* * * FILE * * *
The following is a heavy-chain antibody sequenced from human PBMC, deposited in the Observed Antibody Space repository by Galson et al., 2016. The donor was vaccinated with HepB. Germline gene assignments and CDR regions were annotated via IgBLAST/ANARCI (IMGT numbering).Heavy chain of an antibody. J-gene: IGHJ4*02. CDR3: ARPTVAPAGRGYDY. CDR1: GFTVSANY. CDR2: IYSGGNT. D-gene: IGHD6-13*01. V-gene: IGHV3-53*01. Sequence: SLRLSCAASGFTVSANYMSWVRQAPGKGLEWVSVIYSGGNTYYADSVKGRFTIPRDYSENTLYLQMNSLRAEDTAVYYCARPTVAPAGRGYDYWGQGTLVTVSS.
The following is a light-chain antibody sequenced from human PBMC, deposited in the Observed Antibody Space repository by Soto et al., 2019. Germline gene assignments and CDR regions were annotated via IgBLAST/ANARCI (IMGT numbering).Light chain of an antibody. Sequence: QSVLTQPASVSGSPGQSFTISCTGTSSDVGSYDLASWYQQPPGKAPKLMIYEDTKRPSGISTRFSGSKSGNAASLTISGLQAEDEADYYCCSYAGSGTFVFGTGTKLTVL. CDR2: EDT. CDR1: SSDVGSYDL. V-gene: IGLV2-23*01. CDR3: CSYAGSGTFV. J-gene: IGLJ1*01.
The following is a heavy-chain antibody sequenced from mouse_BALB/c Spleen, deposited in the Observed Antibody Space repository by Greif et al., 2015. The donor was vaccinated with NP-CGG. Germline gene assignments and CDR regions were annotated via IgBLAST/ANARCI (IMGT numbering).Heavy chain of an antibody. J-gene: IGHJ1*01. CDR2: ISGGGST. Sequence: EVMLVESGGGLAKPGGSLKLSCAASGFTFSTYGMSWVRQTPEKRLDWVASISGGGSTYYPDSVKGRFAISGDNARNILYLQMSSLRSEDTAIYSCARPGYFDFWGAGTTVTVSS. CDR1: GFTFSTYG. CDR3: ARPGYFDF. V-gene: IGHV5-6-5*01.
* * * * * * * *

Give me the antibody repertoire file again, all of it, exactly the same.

The following is a heavy-chain antibody sequenced from human PBMC, deposited in the Observed Antibody Space repository by Galson et al., 2016. The donor was vaccinated with HepB. Germline gene assignments and CDR regions were annotated via IgBLAST/ANARCI (IMGT numbering).Heavy chain of an antibody. J-gene: IGHJ4*02. CDR3: ARPTVAPAGRGYDY. CDR1: GFTVSANY. CDR2: IYSGGNT. D-gene: IGHD6-13*01. V-gene: IGHV3-53*01. Sequence: SLRLSCAASGFTVSANYMSWVRQAPGKGLEWVSVIYSGGNTYYADSVKGRFTIPRDYSENTLYLQMNSLRAEDTAVYYCARPTVAPAGRGYDYWGQGTLVTVSS.
The following is a light-chain antibody sequenced from human PBMC, deposited in the Observed Antibody Space repository by Soto et al., 2019. Germline gene assignments and CDR regions were annotated via IgBLAST/ANARCI (IMGT numbering).Light chain of an antibody. Sequence: QSVLTQPASVSGSPGQSFTISCTGTSSDVGSYDLASWYQQPPGKAPKLMIYEDTKRPSGISTRFSGSKSGNAASLTISGLQAEDEADYYCCSYAGSGTFVFGTGTKLTVL. CDR2: EDT. CDR1: SSDVGSYDL. V-gene: IGLV2-23*01. CDR3: CSYAGSGTFV. J-gene: IGLJ1*01.
The following is a heavy-chain antibody sequenced from mouse_BALB/c Spleen, deposited in the Observed Antibody Space repository by Greif et al., 2015. The donor was vaccinated with NP-CGG. Germline gene assignments and CDR regions were annotated via IgBLAST/ANARCI (IMGT numbering).Heavy chain of an antibody. J-gene: IGHJ1*01. CDR2: ISGGGST. Sequence: EVMLVESGGGLAKPGGSLKLSCAASGFTFSTYGMSWVRQTPEKRLDWVASISGGGSTYYPDSVKGRFAISGDNARNILYLQMSSLRSEDTAIYSCARPGYFDFWGAGTTVTVSS. CDR1: GFTFSTYG. CDR3: ARPGYFDF. V-gene: IGHV5-6-5*01.